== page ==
And there are the stories that usually fall though the cracks: the former slave who squatted on his homestead when it became part of Camp Bragg, even as the munitions flew around his shack and the army repeatedly ran him off; the black private murdered by military police in 1941, even as the United States was joining the war against the Nazi racists; the Quakers who waged a perilous campaign for peace during the height of the Vietnam War; and the recent immigrants building a new, diverse Fayetteville, the type of city that might honor the rhetoric of democracy that has fueled so many military interventions.

With stories like these, Lutz dispels the monolithic myths about civilian and military life in Fayetteville. Neither the city’s residents nor the occupants of the bases are of one mind, and both groups are permeated by class and race hierarchies and tensions. The lines separating them, Lutz notes, blur upon closer inspection: “This distinction between things civil and things military–while a distinction that in some ways is getting sharper over time and abrading political culture–has been for decades an illusion, artificially maintained.”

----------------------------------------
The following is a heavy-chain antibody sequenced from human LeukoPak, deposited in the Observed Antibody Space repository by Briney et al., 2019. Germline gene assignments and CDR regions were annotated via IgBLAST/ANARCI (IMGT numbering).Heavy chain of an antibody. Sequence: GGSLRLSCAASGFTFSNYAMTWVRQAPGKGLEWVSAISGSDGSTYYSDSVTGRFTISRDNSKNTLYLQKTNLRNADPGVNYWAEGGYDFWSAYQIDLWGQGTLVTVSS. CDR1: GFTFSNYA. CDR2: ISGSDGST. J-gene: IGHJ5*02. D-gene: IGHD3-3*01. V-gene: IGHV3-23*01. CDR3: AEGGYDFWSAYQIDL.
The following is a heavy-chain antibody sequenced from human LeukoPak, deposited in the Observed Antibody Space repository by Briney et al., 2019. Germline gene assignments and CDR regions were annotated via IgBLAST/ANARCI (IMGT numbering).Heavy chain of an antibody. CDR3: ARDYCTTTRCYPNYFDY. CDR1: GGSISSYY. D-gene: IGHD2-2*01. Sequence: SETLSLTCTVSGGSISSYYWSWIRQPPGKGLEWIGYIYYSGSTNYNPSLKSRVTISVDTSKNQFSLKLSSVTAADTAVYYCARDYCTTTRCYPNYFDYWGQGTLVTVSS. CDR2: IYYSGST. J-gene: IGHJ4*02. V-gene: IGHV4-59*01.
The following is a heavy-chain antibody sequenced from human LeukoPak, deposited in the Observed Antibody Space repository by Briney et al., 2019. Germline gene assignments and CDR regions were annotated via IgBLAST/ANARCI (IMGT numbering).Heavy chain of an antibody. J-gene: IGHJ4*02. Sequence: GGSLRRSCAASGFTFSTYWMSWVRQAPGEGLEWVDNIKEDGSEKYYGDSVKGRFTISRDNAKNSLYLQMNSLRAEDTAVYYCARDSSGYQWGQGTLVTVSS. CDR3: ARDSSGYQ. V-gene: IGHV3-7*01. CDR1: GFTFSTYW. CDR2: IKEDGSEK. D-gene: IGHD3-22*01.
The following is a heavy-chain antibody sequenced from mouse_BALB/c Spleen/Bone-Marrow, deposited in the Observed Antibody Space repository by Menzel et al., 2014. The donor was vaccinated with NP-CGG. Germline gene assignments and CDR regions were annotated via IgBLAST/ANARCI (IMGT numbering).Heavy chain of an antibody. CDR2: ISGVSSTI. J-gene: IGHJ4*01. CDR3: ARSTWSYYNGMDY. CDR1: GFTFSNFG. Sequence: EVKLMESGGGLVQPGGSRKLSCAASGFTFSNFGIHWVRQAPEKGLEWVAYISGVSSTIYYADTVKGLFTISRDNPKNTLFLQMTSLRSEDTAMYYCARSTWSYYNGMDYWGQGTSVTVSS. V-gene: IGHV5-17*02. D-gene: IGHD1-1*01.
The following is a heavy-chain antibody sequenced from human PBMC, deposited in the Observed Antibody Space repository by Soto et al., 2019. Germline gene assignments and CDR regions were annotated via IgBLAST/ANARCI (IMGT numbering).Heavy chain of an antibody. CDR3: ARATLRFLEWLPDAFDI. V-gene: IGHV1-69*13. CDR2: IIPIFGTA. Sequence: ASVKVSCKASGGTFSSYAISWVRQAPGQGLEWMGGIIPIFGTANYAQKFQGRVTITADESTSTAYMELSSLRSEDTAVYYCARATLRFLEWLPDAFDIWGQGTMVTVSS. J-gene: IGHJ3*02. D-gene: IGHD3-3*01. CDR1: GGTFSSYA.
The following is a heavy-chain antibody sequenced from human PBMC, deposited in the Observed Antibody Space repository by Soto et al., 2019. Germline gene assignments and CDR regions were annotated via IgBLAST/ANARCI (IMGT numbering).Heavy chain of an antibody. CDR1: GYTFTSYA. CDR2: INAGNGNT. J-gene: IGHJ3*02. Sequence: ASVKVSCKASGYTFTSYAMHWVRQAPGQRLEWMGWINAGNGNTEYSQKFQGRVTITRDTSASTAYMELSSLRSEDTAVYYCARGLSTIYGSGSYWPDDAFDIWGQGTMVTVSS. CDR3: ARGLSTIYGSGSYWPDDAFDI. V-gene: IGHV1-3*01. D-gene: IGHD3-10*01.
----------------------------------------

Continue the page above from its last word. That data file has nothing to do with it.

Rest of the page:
Near the beginning of the book, Lutz poses a question: “Are we all military dependents, wearing civilian camouflage?” By the end, she seems to be saying that while indeed we are, we need not always be a society shaped by war. She is a staunch critic of America’s latest war, but her research in Fayetteville has led her, ironically, to hope that some military values will actually temper the drive to widen the conflict.

“If you look at what Eisenhower did, versus what Bush is doing,” Lutz says, “Eisenhower was extremely conservative with the use of military force, and Bush is a madman.” Hawkish civilian leaders could learn some caution from their military counterparts, she says: “People who have seen war think differently about it … sometimes, and often, they come at the end of the day to say: ‘This is so horrific, why would you just pretend it’s a game and enter into it so lightly? Why would you think it’s such a simple matter? It’s so horrific, complicated and difficult to pull off.’ So I think that when you see Colin Powell get sidelined, he was clearly taking that kind of stance toward it all. And these people who are basically civilian sharpshooters are the ones who are most dangerous.” EndBlock

Catherine Lutz will read from Homefront Thursday, Nov. 8, at 3:30 p.m. at the Bull’s Head Bookshop at UNC-Chapel Hill, and Thursday, Nov. 15, at 7 p.m. at the Regulator Bookshop in Durham.